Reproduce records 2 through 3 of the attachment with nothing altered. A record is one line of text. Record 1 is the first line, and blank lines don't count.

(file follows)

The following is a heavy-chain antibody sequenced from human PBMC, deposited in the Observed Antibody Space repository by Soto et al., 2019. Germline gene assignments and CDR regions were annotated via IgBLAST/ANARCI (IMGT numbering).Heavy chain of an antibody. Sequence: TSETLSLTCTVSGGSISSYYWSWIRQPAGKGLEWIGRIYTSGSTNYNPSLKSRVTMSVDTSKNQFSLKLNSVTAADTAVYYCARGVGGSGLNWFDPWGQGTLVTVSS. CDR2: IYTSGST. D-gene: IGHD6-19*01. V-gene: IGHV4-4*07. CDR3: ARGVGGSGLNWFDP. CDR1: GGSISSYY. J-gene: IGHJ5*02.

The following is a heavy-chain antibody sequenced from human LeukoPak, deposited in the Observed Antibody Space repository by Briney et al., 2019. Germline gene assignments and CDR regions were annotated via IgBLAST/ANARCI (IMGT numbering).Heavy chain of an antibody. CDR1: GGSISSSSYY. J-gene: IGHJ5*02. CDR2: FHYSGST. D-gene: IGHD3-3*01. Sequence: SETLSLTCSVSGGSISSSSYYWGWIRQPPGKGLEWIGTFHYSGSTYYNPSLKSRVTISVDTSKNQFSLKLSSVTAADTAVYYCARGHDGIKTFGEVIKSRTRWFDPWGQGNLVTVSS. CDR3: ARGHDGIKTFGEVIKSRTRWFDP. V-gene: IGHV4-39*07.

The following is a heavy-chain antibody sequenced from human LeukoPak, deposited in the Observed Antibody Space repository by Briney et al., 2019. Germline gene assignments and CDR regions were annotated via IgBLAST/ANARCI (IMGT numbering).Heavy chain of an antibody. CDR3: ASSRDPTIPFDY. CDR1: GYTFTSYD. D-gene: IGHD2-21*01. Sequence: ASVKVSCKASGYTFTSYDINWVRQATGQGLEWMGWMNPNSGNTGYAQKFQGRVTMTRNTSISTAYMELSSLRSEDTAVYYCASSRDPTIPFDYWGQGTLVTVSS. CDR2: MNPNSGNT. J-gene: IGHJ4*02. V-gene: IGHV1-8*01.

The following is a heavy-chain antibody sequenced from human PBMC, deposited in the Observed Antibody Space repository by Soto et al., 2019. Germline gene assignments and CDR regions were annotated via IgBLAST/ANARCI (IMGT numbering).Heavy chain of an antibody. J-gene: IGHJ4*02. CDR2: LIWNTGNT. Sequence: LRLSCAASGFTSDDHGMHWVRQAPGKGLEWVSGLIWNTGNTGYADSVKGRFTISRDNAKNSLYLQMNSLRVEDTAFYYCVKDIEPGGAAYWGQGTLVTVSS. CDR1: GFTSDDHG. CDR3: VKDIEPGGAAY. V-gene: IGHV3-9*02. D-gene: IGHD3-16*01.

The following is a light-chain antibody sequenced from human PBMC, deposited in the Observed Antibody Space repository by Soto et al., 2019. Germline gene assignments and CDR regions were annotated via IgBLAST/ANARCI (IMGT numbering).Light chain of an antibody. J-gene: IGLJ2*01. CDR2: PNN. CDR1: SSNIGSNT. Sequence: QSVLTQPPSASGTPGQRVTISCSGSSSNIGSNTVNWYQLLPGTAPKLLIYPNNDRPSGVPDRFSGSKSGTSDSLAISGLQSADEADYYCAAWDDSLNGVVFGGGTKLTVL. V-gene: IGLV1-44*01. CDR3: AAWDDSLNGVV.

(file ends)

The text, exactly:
The following is a heavy-chain antibody sequenced from human LeukoPak, deposited in the Observed Antibody Space repository by Briney et al., 2019. Germline gene assignments and CDR regions were annotated via IgBLAST/ANARCI (IMGT numbering).Heavy chain of an antibody. CDR1: GGSISSSSYY. J-gene: IGHJ5*02. CDR2: FHYSGST. D-gene: IGHD3-3*01. Sequence: SETLSLTCSVSGGSISSSSYYWGWIRQPPGKGLEWIGTFHYSGSTYYNPSLKSRVTISVDTSKNQFSLKLSSVTAADTAVYYCARGHDGIKTFGEVIKSRTRWFDPWGQGNLVTVSS. CDR3: ARGHDGIKTFGEVIKSRTRWFDP. V-gene: IGHV4-39*07.

The following is a heavy-chain antibody sequenced from human LeukoPak, deposited in the Observed Antibody Space repository by Briney et al., 2019. Germline gene assignments and CDR regions were annotated via IgBLAST/ANARCI (IMGT numbering).Heavy chain of an antibody. CDR3: ASSRDPTIPFDY. CDR1: GYTFTSYD. D-gene: IGHD2-21*01. Sequence: ASVKVSCKASGYTFTSYDINWVRQATGQGLEWMGWMNPNSGNTGYAQKFQGRVTMTRNTSISTAYMELSSLRSEDTAVYYCASSRDPTIPFDYWGQGTLVTVSS. CDR2: MNPNSGNT. J-gene: IGHJ4*02. V-gene: IGHV1-8*01.